Pinkheart said...

Thank you for your post. I cooked pansit earlier and used wansoy thinking it was kinchay. Good thing, I know how kinchay smells like and I said to myself, I don't think this is kinchay. So I read the label and it showed wansoy. Oops! I got a very heady feeling after smelling the wansoy. Good thing, I only put a very, very, very small amount in the pansit. Next time, I'll read the label and smell the herb for good measure. :)

Jeng said...

I am about to cook something that calls for Chinese parsley roots in the recipe. I was searching the web for the Tagalog term for Chinese parsley when I came across your blog. Not knowing how Kinchay nor Wansoy smells like, I will go to the supermarket tomorrow to compare the size of the leaves. I will think then of King for kinchay (bigget leaves) then 'bunsoy' for wansoy (smaller leaves)so I can buy the right leaf....and get the root! Thanks for the info!

Greg said...

Wow. I'm surprised this discussion has lasted for so long. I was just trying to figure out the English for Kinchay as Kris Aquino couldn't remember it on her show, and I found this blog.

I used to be a chef, so let me try to clear up the issue:

Kinchay is flat leaf parsley (Petroselinum crispum). As has been said earlier, here, it is also called Italian parsley, sometimes called Garden Parsley. It has a fresh, crisp, but mild aroma, and slightly bitter and grassy flavour.

Some parsley is cultivated to grow thick roots, that resemble parsnips.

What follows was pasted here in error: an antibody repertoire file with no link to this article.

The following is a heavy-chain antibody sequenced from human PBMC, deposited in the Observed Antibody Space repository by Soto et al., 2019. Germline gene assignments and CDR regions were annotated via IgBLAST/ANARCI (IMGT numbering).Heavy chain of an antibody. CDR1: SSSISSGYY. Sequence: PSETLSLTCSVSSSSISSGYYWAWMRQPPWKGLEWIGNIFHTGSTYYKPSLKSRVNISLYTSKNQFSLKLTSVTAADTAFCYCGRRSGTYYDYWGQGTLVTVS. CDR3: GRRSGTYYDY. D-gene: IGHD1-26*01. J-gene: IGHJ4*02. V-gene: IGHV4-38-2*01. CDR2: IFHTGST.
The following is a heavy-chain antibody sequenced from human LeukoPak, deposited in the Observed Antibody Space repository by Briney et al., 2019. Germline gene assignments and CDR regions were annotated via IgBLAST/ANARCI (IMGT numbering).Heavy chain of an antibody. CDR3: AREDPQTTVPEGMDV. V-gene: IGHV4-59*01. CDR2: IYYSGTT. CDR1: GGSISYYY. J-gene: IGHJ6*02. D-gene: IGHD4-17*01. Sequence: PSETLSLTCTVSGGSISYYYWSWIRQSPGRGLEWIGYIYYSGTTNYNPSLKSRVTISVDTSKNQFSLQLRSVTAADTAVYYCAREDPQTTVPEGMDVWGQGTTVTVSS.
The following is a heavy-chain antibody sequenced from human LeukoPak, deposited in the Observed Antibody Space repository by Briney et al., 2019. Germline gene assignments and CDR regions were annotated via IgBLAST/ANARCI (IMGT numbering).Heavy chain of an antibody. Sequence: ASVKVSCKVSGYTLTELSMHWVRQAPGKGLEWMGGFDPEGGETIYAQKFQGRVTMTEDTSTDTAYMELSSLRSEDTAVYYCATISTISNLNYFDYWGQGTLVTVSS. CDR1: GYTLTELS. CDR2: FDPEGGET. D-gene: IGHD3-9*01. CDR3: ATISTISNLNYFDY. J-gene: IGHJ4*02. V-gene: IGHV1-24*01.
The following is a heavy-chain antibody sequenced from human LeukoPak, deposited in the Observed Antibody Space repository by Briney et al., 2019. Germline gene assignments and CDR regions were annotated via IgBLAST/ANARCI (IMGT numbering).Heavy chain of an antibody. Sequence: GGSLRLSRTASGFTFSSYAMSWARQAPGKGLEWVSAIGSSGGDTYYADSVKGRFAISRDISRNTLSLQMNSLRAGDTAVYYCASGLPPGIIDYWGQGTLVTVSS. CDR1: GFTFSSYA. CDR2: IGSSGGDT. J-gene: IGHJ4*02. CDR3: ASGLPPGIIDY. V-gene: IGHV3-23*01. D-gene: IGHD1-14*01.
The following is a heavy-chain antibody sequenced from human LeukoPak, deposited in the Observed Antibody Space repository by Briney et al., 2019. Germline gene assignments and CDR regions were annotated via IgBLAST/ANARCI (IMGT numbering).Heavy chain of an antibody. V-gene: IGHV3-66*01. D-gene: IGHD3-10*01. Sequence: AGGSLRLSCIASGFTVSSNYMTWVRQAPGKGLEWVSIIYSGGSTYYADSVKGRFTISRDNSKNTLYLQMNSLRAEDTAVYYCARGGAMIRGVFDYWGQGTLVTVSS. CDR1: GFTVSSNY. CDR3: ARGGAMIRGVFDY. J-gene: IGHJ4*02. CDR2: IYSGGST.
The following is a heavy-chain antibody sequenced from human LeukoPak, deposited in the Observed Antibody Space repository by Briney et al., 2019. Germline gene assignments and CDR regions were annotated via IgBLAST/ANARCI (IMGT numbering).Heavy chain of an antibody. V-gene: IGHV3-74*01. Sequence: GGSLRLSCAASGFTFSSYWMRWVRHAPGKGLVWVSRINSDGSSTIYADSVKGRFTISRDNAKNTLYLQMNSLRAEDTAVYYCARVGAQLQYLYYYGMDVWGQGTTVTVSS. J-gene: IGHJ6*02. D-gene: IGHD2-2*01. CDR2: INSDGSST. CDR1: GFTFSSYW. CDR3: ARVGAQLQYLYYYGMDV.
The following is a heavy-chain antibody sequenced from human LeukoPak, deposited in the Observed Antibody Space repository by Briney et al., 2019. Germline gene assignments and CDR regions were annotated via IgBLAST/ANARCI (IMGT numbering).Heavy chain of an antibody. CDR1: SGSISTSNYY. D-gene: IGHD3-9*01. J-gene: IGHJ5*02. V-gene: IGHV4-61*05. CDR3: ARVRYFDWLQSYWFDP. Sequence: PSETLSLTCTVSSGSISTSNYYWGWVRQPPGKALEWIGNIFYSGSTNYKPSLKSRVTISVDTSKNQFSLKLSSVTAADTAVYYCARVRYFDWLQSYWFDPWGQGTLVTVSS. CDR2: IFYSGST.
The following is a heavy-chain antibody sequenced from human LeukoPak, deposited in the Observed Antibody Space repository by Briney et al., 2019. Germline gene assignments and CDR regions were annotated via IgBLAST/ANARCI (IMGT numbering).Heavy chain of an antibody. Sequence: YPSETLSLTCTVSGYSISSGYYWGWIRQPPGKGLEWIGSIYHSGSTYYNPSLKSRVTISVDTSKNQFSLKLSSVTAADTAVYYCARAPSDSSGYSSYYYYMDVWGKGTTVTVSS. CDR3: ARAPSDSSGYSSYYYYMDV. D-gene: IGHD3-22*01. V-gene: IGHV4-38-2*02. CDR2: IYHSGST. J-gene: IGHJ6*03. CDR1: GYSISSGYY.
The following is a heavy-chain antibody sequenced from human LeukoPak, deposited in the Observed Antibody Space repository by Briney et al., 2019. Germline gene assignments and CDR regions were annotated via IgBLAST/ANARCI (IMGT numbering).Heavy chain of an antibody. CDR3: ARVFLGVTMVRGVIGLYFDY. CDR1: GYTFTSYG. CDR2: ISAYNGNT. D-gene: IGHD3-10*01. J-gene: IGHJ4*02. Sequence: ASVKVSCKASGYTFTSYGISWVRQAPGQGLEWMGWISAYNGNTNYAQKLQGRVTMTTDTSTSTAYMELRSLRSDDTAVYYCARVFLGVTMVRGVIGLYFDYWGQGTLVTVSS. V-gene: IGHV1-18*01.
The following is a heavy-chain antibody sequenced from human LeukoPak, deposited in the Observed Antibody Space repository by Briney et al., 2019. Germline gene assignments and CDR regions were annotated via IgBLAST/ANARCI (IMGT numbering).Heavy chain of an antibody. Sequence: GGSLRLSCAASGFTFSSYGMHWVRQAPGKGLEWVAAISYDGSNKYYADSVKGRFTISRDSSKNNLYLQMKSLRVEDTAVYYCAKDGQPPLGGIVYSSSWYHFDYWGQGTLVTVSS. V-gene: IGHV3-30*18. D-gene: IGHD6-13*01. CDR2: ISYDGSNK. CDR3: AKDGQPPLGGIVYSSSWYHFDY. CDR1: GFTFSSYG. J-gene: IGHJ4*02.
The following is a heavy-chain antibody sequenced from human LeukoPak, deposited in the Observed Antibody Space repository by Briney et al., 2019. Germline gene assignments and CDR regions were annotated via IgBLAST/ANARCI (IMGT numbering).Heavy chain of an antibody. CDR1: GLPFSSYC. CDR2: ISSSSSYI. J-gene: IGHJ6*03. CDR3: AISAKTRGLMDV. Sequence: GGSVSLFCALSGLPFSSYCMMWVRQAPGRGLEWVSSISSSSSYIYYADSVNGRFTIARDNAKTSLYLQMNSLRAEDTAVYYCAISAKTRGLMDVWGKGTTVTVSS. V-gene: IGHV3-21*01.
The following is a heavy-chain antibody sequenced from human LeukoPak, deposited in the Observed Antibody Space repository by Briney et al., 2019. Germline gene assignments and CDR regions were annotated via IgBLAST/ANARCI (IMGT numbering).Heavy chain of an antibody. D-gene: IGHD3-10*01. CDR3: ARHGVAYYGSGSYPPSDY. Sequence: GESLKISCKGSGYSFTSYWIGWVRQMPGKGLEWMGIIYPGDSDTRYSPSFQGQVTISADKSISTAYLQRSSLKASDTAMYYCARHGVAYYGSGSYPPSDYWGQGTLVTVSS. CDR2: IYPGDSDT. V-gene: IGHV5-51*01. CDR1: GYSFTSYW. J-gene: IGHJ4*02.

Wansoy is Cilantro (Coriandrum sativum). Often called Coriander in the US and Europe. Sometimes called Chinese Parsley, even though it is not a parsley, at all. It has a strong musty aroma, and the taste is a bit difficult to describe but maintains that mustiness with a slightly sweet and citrus-like undertone. The seeds, roots and leaves/stems have slightly different tastes, the seeds (actually the fruit) being a little more citrus and much less 'musty', and the roots being a bit stronger and more musty.

Cilantro is often confused with Culantro (Eryngium foetidum L.). Both the aroma and taste are similar but much stronger than Cilantro. It is more volatile and less frequently seen in the grocery.

I am not certain what bunsoy is. But, if it's an herb, I'll say on a guess that it may be Culantro.

Anonymous said...

just pull out a leaf and taste it. if it tastes like a cockroach, it's wansoy. if not, it's kinchay. :)

anneski:) said...

Thank you everybody for the passionate participation. I didn't realize this post would generate such interest!

Thank you to all those who shared tips and info.

@Anonymous, that was a funny comment. (You meant it a joke, right?) I'm not sure I would actually know that it tastes like cockroach when I have not (and do not have plans to) actually tasted or eaten a cockroach. :)

Anonymous said...

To Greg: kinchay is not Italian parsley. Kinchay, sometimes called Kunchoy, is Chinese celery, with botanical name Apium Graveolens. Italian parsley, or flat-leaf parsley, refers to Petroselinum Hortense. Kinchay is closer related to European celery but with much thinner stalks and tastes a lot stronger. The colour of kinchay can range from pale to dark green while Italian parsley is usually green. Kinchay grows much taller, pretty much like gigantic Italian parsley. The thin stalks of kinchay are usually hollow and crispy.